IA: I have probably been a snob all my life, interested in beautiful things, architecture, design and clothes. As a boy I wanted to be a furniture designer. But I had more taste than money. In the ’80s, when I started to work in advertising and earn money, I bought exclusive brands. But suddenly, around 1990, I changed my style completely to a Less Is More-style — I wore black jeans, black t-shirts and black jackets with a Mao collar every day. And I have had a beard or a stubble since 1973. The man in black was the guy my wife met.

In October 2010 we spent my 60th birthday in Chicago and my wife bought me a hat. I realized that I was not young, hip and promising anymore, so I said to myself – now I shall give the old man a face. Jeans and T-shirts look pathetic. But what to wear instead?

A month later we saw a historic Dandy exhibition in a museum in Stockholm and there were some expressions of how a dandy style could look today. Five designers had been invited to show examples, and both I and my wife found out that the classic British gentleman’s style was the best style for an old man like me.

The 4th of February 2011, we discovered the second hand store that dressed the models at the Museum – the Herr Judit vintage store in Stockholm. I bought an elegant Italian overcoat, a green Borsalino hat and a matching scarf. My black coat I carried home in a bag. And as my wife tells the story; I entered the shop with a black Labrador dog and went out with a gentleman.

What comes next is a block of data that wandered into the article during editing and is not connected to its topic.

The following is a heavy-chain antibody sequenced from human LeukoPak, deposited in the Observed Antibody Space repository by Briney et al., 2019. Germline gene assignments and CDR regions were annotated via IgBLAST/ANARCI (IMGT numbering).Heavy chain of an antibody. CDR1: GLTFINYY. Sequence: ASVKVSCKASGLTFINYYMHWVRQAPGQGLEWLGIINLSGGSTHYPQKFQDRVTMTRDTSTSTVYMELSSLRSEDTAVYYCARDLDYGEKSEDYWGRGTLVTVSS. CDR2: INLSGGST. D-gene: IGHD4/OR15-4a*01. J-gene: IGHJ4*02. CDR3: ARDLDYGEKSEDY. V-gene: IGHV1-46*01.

Now I have realized two things. First; what my new style and image should be; a gentleman with a suit, waistcoat, tweed jacket, cuffed trousers, suspenders, bow ties, hats etc. Second; where to find it — there are a lots of fine and cheap garments out there if you just look for them in vintage and thrift shops. But also in flea markets and charity shops.

There was only one problem. My size was XXXL/56 and my weight was almost 100 kg (218 lbs), and I am tall, over 190 cm (6’3”). There are very few vintage garments that fit such a big man. So I started to eat less, especially for breakfast and lunch. The objective was to be size XL/52. It took me approx. six months to reach the weight of 82 kg (180 lbs). And since autumn 2011, that has been my weight. And then the big vintage market was open to me.

“A typical match and a favourite: new cord-du-roy jeans, an English wool jacket for invalids from the 2nd World War (dated 1942), second hand boots from Crockett&Jones, second hand shirt and tie, a new belt made of a recycled English fire hose. On top an old Italian straw boater.”

VR: How have you gathered your knowledge of the tailored look — from books, talks with salesmen or somewhere else?